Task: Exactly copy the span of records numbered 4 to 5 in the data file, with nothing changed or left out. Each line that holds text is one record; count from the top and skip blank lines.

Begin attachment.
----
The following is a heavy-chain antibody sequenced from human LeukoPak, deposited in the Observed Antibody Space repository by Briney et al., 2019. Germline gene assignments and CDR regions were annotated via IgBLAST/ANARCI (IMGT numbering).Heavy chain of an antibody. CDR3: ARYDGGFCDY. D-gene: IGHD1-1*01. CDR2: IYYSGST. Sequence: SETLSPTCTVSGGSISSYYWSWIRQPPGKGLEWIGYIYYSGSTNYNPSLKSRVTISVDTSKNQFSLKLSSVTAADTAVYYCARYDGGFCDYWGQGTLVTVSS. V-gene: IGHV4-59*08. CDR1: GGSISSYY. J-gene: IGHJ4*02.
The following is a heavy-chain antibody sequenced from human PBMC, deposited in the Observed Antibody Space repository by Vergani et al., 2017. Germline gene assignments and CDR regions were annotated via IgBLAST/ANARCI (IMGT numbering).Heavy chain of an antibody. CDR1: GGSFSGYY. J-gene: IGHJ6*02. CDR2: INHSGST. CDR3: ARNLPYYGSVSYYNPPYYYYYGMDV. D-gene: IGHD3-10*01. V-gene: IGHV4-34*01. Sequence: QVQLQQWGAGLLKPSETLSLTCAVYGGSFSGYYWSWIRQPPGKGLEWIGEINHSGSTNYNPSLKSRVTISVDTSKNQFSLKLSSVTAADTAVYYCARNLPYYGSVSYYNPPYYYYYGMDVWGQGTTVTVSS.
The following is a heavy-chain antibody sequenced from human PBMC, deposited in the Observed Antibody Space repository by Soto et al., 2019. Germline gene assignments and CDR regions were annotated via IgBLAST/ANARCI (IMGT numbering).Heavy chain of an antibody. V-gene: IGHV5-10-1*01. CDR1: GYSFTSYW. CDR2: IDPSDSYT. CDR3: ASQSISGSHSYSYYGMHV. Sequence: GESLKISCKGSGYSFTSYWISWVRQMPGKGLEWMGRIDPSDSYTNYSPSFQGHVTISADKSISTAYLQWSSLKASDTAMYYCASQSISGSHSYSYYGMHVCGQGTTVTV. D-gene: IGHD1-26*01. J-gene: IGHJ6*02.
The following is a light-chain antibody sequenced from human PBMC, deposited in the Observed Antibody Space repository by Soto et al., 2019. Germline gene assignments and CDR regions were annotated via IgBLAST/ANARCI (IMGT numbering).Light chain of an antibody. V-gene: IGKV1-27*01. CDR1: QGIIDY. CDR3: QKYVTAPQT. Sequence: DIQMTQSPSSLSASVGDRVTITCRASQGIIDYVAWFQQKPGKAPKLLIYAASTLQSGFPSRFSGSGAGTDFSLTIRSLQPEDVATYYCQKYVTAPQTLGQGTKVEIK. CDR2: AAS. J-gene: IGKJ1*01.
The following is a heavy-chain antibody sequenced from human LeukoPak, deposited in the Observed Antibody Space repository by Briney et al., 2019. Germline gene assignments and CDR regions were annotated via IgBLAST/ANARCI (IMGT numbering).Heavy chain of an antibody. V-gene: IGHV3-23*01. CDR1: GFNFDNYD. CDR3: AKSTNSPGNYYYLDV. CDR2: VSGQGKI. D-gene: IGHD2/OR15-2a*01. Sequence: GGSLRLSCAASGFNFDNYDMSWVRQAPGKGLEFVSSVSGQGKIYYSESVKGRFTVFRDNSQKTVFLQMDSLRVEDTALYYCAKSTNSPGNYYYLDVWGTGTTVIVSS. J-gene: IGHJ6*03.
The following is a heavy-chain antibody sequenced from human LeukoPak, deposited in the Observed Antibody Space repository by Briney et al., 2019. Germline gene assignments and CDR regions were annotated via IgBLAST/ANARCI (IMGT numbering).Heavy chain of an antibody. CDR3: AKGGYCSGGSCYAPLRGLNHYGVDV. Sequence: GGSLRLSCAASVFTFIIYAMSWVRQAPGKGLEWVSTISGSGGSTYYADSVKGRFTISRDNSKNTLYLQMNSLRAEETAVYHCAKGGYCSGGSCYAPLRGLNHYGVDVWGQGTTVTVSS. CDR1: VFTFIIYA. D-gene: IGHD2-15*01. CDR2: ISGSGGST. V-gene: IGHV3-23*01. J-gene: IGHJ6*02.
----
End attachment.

The following is a light-chain antibody sequenced from human PBMC, deposited in the Observed Antibody Space repository by Soto et al., 2019. Germline gene assignments and CDR regions were annotated via IgBLAST/ANARCI (IMGT numbering).Light chain of an antibody. V-gene: IGKV1-27*01. CDR1: QGIIDY. CDR3: QKYVTAPQT. Sequence: DIQMTQSPSSLSASVGDRVTITCRASQGIIDYVAWFQQKPGKAPKLLIYAASTLQSGFPSRFSGSGAGTDFSLTIRSLQPEDVATYYCQKYVTAPQTLGQGTKVEIK. CDR2: AAS. J-gene: IGKJ1*01.
The following is a heavy-chain antibody sequenced from human LeukoPak, deposited in the Observed Antibody Space repository by Briney et al., 2019. Germline gene assignments and CDR regions were annotated via IgBLAST/ANARCI (IMGT numbering).Heavy chain of an antibody. V-gene: IGHV3-23*01. CDR1: GFNFDNYD. CDR3: AKSTNSPGNYYYLDV. CDR2: VSGQGKI. D-gene: IGHD2/OR15-2a*01. Sequence: GGSLRLSCAASGFNFDNYDMSWVRQAPGKGLEFVSSVSGQGKIYYSESVKGRFTVFRDNSQKTVFLQMDSLRVEDTALYYCAKSTNSPGNYYYLDVWGTGTTVIVSS. J-gene: IGHJ6*03.